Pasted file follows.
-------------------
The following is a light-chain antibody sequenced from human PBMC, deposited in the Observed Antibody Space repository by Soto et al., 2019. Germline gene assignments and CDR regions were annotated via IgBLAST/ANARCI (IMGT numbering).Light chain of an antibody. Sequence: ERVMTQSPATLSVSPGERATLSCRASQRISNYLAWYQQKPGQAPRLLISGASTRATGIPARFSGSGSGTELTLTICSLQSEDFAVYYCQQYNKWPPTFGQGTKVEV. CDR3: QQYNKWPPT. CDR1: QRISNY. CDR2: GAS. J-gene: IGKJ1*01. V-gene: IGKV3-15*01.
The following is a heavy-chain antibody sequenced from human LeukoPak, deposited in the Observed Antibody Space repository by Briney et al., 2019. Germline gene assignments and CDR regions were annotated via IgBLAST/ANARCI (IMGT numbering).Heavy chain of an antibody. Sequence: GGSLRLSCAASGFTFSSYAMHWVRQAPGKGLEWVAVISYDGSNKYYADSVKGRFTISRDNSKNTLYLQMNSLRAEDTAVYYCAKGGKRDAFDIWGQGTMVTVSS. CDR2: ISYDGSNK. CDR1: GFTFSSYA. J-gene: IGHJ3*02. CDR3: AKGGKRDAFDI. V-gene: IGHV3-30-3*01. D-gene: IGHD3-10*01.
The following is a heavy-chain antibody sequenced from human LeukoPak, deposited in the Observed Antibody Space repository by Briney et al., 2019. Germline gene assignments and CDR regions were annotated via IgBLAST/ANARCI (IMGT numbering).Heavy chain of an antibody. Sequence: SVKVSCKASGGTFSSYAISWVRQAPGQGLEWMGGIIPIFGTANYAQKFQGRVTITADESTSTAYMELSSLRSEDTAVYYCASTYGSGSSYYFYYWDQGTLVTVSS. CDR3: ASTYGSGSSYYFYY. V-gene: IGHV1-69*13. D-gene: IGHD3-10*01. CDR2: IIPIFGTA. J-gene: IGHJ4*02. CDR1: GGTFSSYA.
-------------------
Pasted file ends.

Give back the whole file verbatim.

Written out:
The following is a light-chain antibody sequenced from human PBMC, deposited in the Observed Antibody Space repository by Soto et al., 2019. Germline gene assignments and CDR regions were annotated via IgBLAST/ANARCI (IMGT numbering).Light chain of an antibody. Sequence: ERVMTQSPATLSVSPGERATLSCRASQRISNYLAWYQQKPGQAPRLLISGASTRATGIPARFSGSGSGTELTLTICSLQSEDFAVYYCQQYNKWPPTFGQGTKVEV. CDR3: QQYNKWPPT. CDR1: QRISNY. CDR2: GAS. J-gene: IGKJ1*01. V-gene: IGKV3-15*01.
The following is a heavy-chain antibody sequenced from human LeukoPak, deposited in the Observed Antibody Space repository by Briney et al., 2019. Germline gene assignments and CDR regions were annotated via IgBLAST/ANARCI (IMGT numbering).Heavy chain of an antibody. Sequence: GGSLRLSCAASGFTFSSYAMHWVRQAPGKGLEWVAVISYDGSNKYYADSVKGRFTISRDNSKNTLYLQMNSLRAEDTAVYYCAKGGKRDAFDIWGQGTMVTVSS. CDR2: ISYDGSNK. CDR1: GFTFSSYA. J-gene: IGHJ3*02. CDR3: AKGGKRDAFDI. V-gene: IGHV3-30-3*01. D-gene: IGHD3-10*01.
The following is a heavy-chain antibody sequenced from human LeukoPak, deposited in the Observed Antibody Space repository by Briney et al., 2019. Germline gene assignments and CDR regions were annotated via IgBLAST/ANARCI (IMGT numbering).Heavy chain of an antibody. Sequence: SVKVSCKASGGTFSSYAISWVRQAPGQGLEWMGGIIPIFGTANYAQKFQGRVTITADESTSTAYMELSSLRSEDTAVYYCASTYGSGSSYYFYYWDQGTLVTVSS. CDR3: ASTYGSGSSYYFYY. V-gene: IGHV1-69*13. D-gene: IGHD3-10*01. CDR2: IIPIFGTA. J-gene: IGHJ4*02. CDR1: GGTFSSYA.